There’s enough scandal swirling around Alex Rodriguez to qualify him as a candidate on the September primary ballot. If Anthony Weiner, John Liu and Eliot Spitzer can present themselves as serious candidates for high office, well, why not A-Rod?
There is, of course, a big difference between a disgraced politician and a disgraced third baseman. Mr. Rodriguez can afford better lawyers, PR spinners and image consultants. The others might be struggling to achieve redemption from fickle voters, but A-Rod’s team could turn him from goat to hero in a New York minute. Do you realize how many well-paying jobs A-Rod has created in the pharmaceutical industry?
Alas for the city’s political reporters, A-Rod shows no signs of giving up his current job, which pays him in excess of $27 million per year, in favor of the office of the mayor, which would pay him annually what he makes in about two games—$225,000. But we can all savor the spectacle of a truly monumental conflict between one of the sporting world’s greatest franchises and its onetime franchise player. The tabloids could not have asked for a better antidote to the torpor of late summer.
The A-Rod saga figures to cast an enormous shadow over the Yankees and the game they play, not just in 2013 but in the years to come. He’ll be remembered not for his glorious skills on the diamond, not for the championship he helped to deliver in 2009 and not even for choking in the playoffs in 2006 and 2012, but for his lies and his cheating. More than any other of the suspected or proven cheats in baseball, Rodriguez has become the poster boy for all that is wrong with the national pastime.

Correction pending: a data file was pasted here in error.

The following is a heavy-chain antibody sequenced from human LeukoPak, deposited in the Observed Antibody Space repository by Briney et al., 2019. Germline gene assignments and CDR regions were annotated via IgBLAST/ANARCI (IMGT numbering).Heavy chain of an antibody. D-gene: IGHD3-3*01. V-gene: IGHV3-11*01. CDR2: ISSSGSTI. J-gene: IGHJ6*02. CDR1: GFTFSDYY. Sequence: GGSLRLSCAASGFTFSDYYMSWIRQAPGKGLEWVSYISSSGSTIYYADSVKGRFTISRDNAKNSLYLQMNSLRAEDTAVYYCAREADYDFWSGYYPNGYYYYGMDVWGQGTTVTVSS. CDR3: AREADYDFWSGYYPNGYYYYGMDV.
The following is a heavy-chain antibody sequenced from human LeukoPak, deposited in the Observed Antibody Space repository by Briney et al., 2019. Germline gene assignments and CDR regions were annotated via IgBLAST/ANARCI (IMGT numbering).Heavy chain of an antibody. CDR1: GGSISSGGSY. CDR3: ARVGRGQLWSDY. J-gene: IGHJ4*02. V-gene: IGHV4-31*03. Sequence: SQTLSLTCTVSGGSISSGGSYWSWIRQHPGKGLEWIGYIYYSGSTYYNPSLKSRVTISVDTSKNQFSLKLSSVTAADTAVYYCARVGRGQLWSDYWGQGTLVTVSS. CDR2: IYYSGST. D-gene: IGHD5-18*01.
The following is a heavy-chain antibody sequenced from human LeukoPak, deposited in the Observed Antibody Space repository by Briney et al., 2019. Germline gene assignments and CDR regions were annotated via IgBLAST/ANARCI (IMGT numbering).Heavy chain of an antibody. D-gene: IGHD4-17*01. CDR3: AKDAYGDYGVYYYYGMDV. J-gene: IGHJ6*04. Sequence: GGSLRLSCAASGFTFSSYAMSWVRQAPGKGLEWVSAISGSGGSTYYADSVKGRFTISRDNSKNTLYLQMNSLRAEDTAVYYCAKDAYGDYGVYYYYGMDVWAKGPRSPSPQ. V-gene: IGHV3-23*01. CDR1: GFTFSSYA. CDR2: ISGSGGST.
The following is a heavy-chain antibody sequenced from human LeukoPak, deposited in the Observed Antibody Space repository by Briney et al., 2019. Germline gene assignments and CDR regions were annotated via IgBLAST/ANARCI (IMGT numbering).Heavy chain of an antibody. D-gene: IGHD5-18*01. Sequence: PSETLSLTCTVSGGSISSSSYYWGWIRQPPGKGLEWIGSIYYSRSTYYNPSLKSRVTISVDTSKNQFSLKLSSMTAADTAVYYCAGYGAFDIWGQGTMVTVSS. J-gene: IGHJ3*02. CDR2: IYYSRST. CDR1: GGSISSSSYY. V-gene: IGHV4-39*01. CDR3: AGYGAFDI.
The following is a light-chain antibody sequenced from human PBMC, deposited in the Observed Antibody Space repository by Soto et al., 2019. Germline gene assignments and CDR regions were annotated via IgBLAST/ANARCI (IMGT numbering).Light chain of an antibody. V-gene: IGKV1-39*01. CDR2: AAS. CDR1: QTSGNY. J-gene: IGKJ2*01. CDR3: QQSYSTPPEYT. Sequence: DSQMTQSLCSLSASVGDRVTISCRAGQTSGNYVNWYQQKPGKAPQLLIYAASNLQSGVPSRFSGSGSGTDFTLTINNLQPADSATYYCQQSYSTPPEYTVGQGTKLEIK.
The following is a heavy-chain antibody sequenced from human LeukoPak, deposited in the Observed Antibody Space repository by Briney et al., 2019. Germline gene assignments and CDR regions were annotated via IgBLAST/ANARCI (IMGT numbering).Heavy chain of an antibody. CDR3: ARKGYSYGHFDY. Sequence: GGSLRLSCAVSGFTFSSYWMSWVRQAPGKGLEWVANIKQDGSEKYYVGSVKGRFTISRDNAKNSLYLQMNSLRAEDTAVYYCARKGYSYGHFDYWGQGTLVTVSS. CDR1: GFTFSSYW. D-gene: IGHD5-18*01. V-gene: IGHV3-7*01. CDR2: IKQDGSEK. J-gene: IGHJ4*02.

Would that have been true had he stayed with his original team, the Seattle Mariners? Probably not. The New York media turned A-Rod into a proverbial lightning rod—something he still hasn’t quite figured out. As ever, this city giveth, and this city taketh away.
Yankees announcer John Sterling suggested, as he would, that the attacks on A-Rod somehow are too harsh and even undeserving. After all, he said recently, it’s not like he murdered anybody.
No, he didn’t. Then again, the same could be said of our unsavory candidates for citywide office.
That’s not a particularly strong campaign slogan, is it? But that’s where we are in this bizarre summer of 2013.